Booze Battle: Franchot, Kramer get personal over legislation that would strip comptroller’s office of regulatory authority

Jousting matches may be a thing of the past for a state that adopted the medieval game as its official state sport in 1962.

But the ancient hastilude is making a modern-day comeback in the form of a political grudge match for the ages, the marquee attraction that may inevitably define this year’s 90-day legislative gathering.

Starring two of Maryland’s political horsemen, Comptroller Peter Franchot and state Sen. Ben Kramer (D-Montgomery) took a day’s worth of jabs at one another over legislation Kramer introduced that would limit the state comptroller’s office from overseeing the regulation of the alcohol, tobacco and motor fuel industries.

Kramer dropped Senate Bill 703 by Monday’s deadline – legislation that, if passed and signed into law, would establish a commission to oversee alcohol, tobacco and motor fuel – effectively curbing the comptroller’s regulatory enforcement.

Moreover, Kramer’s legislation seeks to limit campaign contributions (no more than $100) from the alcohol, tobacco and motor fuel industries to politicians and government officials who have direct oversight over said industries.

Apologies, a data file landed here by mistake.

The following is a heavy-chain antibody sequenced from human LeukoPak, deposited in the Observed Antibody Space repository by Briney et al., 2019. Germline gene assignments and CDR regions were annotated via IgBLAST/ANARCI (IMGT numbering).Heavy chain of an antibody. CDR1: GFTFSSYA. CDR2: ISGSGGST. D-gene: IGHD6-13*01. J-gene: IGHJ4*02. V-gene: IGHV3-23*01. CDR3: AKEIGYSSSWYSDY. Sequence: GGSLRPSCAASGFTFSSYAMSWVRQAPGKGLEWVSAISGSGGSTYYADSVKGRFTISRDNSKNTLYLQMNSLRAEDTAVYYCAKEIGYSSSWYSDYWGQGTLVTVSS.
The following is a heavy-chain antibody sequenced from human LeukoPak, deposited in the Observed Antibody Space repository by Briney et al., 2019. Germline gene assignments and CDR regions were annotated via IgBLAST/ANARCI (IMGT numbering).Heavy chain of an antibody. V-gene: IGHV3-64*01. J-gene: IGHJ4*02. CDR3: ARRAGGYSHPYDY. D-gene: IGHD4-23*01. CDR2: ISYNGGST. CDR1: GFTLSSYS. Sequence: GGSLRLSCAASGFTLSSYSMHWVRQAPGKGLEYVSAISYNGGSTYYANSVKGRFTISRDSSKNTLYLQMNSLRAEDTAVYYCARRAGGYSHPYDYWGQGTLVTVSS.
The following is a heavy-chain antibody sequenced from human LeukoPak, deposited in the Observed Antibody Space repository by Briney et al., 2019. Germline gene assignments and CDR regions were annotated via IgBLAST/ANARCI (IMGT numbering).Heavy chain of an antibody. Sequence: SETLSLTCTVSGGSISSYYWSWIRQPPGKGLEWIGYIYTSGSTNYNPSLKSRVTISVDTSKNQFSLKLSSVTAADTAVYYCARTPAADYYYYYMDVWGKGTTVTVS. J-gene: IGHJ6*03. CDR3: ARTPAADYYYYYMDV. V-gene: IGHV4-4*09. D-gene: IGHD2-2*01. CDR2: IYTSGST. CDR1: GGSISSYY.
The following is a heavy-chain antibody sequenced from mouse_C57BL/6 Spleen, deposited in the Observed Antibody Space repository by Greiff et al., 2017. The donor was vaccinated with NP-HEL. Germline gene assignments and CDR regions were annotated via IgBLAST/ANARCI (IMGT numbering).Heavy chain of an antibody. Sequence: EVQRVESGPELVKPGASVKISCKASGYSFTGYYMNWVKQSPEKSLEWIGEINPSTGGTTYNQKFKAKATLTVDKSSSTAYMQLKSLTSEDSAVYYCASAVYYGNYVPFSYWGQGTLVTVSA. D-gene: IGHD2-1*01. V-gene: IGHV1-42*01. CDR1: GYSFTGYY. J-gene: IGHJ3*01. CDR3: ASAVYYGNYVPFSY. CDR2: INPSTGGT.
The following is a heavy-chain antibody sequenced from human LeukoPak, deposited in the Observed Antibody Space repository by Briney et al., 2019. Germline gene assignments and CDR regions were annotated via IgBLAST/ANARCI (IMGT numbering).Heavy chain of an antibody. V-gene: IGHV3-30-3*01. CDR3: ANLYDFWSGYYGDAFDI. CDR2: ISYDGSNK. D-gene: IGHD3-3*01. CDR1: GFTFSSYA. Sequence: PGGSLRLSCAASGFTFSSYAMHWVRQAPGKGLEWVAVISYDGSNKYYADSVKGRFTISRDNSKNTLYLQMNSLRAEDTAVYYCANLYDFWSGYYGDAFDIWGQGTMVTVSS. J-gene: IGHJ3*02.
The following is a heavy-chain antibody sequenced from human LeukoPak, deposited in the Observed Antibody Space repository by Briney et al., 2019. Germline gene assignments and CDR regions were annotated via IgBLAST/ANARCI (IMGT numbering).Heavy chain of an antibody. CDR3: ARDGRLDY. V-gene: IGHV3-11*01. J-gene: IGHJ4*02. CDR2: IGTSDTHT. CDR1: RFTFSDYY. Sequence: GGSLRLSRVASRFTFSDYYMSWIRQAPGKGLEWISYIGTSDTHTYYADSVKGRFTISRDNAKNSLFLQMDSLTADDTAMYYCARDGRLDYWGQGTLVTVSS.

Franchot, during a press conference yesterday afternoon, said Kramer’s legislation is “motivated by petty retaliation” against him for “being an advocate for craft beer, which is opposed by the big out-of-state corporate beer interests.”

(Video courtesy of The Daily Record reporter Bryan P. Sears.)

“Let me just state for the record that I will never stop my support for these wonderful businesses,” Franchot said.

While Franchot acknowledged that he takes campaign contributions from the alcohol industry, he noted that he’s “one of the few people who take campaign contributions that actually stands up to the alcohol industry.”

Franchot then went on to blast Kramer’s legislation.